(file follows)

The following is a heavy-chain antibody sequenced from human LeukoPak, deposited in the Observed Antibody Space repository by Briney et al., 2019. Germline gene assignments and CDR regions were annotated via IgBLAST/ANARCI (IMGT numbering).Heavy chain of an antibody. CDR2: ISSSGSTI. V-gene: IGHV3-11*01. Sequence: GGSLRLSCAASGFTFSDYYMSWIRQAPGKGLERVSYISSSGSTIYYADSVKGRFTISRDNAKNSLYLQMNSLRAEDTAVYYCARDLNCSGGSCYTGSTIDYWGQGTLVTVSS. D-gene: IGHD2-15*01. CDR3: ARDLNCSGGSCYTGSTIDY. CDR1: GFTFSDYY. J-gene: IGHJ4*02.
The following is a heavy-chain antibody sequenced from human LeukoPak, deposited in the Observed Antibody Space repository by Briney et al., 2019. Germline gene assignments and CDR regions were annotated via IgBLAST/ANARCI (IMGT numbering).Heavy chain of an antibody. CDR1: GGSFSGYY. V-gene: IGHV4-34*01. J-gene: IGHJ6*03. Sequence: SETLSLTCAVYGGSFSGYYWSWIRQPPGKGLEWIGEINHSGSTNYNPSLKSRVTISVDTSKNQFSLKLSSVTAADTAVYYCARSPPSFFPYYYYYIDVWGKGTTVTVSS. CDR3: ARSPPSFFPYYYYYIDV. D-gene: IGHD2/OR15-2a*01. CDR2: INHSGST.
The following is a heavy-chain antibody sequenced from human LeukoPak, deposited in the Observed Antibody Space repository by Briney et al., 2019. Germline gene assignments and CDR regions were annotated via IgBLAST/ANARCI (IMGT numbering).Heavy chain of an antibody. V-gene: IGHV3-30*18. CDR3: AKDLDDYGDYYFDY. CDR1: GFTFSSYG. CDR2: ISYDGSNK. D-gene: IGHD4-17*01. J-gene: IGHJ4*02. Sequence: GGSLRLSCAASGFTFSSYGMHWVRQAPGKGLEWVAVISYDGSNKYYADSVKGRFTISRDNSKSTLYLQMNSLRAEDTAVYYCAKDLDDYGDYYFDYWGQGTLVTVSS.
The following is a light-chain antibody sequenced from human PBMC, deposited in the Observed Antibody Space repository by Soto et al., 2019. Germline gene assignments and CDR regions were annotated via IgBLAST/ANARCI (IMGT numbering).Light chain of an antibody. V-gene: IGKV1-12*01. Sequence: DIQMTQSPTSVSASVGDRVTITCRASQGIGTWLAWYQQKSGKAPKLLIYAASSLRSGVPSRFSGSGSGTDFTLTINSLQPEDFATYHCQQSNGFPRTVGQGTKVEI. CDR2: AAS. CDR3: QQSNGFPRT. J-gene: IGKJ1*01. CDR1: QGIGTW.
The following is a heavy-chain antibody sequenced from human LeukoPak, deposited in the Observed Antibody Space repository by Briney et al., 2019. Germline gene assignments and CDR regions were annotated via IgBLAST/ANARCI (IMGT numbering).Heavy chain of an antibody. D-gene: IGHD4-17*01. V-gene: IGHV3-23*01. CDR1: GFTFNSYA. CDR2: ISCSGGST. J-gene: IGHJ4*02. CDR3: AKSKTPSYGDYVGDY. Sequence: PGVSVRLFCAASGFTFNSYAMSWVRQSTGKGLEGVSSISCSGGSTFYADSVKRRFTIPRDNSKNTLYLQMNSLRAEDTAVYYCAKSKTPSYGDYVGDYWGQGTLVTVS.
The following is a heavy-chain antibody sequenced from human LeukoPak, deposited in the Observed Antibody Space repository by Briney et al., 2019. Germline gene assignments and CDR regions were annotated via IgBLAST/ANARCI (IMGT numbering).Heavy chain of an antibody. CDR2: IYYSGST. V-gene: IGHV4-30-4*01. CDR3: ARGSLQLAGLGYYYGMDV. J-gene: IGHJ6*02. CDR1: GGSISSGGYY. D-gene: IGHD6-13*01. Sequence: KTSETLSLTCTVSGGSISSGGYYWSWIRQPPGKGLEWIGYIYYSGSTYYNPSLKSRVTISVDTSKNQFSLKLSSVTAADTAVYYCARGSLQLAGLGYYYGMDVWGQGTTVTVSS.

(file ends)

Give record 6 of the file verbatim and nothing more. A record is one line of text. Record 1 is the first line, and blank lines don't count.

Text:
The following is a heavy-chain antibody sequenced from human LeukoPak, deposited in the Observed Antibody Space repository by Briney et al., 2019. Germline gene assignments and CDR regions were annotated via IgBLAST/ANARCI (IMGT numbering).Heavy chain of an antibody. CDR2: IYYSGST. V-gene: IGHV4-30-4*01. CDR3: ARGSLQLAGLGYYYGMDV. J-gene: IGHJ6*02. CDR1: GGSISSGGYY. D-gene: IGHD6-13*01. Sequence: KTSETLSLTCTVSGGSISSGGYYWSWIRQPPGKGLEWIGYIYYSGSTYYNPSLKSRVTISVDTSKNQFSLKLSSVTAADTAVYYCARGSLQLAGLGYYYGMDVWGQGTTVTVSS.